The Solidarity movement... did not base its claims upon pragmatism or the usual ideological rationalizations common to all Marxist practitioners. Instead, Solidarity based its claims upon the truth: the full truth about the human person, the truth that is the only foundation for any coherent theory of human rights and duties.The motivation of Gdansk's workers to take this bold position was their own freedom, that of their posterity, and that of their neighbors. Here the movement's name is apt and presents witness to all who love freedom, and in Pope Benedict's words, the new spirit that this movement brought to the events of contemporary Europe.
Here, they were clearly inspired by the late Pope John Paul the Great, whose 1979 visit to Poland galvanized thousands to stop living the lie that propped up all Marxist regimes. During one of his 1979 homilies in Poland, he proclaimed: “Remember this: Christ will never agree to man being viewed only as a means of production, or agree to man viewing himself as such. He will not agree that man should be valued, measured, or evaluated only on this basis. Christ will never agree to that!”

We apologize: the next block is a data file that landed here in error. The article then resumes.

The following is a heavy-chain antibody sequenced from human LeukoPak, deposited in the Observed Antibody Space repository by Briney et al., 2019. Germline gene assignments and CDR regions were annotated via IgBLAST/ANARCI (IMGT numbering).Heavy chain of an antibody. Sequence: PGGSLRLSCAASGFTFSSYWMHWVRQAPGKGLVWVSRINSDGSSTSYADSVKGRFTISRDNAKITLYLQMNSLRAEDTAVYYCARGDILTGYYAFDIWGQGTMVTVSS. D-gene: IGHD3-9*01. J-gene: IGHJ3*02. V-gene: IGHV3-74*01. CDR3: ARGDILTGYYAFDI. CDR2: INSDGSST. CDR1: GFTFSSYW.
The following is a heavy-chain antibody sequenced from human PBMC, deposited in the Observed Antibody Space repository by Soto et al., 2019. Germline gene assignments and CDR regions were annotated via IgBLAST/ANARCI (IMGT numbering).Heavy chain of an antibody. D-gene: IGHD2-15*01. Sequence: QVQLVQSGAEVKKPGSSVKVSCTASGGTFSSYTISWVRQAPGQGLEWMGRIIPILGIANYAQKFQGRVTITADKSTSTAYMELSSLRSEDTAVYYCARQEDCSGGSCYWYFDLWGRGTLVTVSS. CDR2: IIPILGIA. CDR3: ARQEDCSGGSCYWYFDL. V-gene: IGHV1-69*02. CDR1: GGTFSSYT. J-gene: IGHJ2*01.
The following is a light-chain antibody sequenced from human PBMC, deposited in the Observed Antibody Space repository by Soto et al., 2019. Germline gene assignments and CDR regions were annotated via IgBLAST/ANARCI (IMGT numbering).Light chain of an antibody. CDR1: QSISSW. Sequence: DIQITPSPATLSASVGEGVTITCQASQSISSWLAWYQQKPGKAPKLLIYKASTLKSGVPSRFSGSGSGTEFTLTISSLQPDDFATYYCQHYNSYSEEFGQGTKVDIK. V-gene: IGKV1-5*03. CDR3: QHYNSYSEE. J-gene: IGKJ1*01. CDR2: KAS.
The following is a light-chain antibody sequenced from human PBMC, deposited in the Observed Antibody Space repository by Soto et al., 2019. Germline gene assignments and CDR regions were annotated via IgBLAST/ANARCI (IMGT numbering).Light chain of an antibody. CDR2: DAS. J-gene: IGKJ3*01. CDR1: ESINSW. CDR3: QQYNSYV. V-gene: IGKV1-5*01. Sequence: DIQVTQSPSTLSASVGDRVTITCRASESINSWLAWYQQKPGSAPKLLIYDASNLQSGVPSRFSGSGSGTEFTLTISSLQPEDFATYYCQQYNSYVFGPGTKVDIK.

It is difficult to imagine a more direct swipe at the philosophical materialism that lay at the heart of Communist systems and which remains so virulent in much of the West. Human beings were, as Solidarity insisted, more than just objects. They were also “subjects”; that is, creative beings endowed with the power of right reason and thus the unique ability to make truly free choices. To treat people solely as objects—as Marxism cannot help but do—is therefore to deny their essence as human beings, to de-humanize them.
Despite that today Poland is experiencing some of the highest unemployment and lowest wages of any EU country, this week's events rightly celebrate the freeing of the individuals of half a continent to act for excellence in the name of the whole person.